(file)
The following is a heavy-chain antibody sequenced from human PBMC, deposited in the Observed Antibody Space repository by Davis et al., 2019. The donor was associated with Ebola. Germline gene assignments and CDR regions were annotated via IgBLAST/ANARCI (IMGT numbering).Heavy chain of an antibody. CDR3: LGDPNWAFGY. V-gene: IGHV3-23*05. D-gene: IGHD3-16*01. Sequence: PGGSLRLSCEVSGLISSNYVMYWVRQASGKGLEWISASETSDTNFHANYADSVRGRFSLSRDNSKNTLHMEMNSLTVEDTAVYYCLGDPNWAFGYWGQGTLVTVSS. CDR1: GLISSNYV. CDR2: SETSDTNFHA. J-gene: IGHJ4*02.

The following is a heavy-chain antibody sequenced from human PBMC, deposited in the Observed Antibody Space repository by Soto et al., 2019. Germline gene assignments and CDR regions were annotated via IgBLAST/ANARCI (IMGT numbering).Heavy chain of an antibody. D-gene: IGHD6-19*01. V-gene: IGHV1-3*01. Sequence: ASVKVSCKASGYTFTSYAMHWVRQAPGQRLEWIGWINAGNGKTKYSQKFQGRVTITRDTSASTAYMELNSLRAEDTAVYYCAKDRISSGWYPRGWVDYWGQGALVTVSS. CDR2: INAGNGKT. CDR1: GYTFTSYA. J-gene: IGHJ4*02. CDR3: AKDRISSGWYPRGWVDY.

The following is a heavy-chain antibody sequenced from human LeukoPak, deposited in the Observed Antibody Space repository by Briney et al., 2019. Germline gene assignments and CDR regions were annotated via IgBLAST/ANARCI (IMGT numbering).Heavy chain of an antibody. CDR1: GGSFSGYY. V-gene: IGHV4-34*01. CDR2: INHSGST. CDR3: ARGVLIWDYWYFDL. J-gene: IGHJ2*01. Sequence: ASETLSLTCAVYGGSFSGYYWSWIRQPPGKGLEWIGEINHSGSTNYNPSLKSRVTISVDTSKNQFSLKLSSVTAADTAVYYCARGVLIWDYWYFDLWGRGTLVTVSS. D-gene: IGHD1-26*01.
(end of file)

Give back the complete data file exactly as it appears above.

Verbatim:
The following is a heavy-chain antibody sequenced from human PBMC, deposited in the Observed Antibody Space repository by Davis et al., 2019. The donor was associated with Ebola. Germline gene assignments and CDR regions were annotated via IgBLAST/ANARCI (IMGT numbering).Heavy chain of an antibody. CDR3: LGDPNWAFGY. V-gene: IGHV3-23*05. D-gene: IGHD3-16*01. Sequence: PGGSLRLSCEVSGLISSNYVMYWVRQASGKGLEWISASETSDTNFHANYADSVRGRFSLSRDNSKNTLHMEMNSLTVEDTAVYYCLGDPNWAFGYWGQGTLVTVSS. CDR1: GLISSNYV. CDR2: SETSDTNFHA. J-gene: IGHJ4*02.

The following is a heavy-chain antibody sequenced from human PBMC, deposited in the Observed Antibody Space repository by Soto et al., 2019. Germline gene assignments and CDR regions were annotated via IgBLAST/ANARCI (IMGT numbering).Heavy chain of an antibody. D-gene: IGHD6-19*01. V-gene: IGHV1-3*01. Sequence: ASVKVSCKASGYTFTSYAMHWVRQAPGQRLEWIGWINAGNGKTKYSQKFQGRVTITRDTSASTAYMELNSLRAEDTAVYYCAKDRISSGWYPRGWVDYWGQGALVTVSS. CDR2: INAGNGKT. CDR1: GYTFTSYA. J-gene: IGHJ4*02. CDR3: AKDRISSGWYPRGWVDY.

The following is a heavy-chain antibody sequenced from human LeukoPak, deposited in the Observed Antibody Space repository by Briney et al., 2019. Germline gene assignments and CDR regions were annotated via IgBLAST/ANARCI (IMGT numbering).Heavy chain of an antibody. CDR1: GGSFSGYY. V-gene: IGHV4-34*01. CDR2: INHSGST. CDR3: ARGVLIWDYWYFDL. J-gene: IGHJ2*01. Sequence: ASETLSLTCAVYGGSFSGYYWSWIRQPPGKGLEWIGEINHSGSTNYNPSLKSRVTISVDTSKNQFSLKLSSVTAADTAVYYCARGVLIWDYWYFDLWGRGTLVTVSS. D-gene: IGHD1-26*01.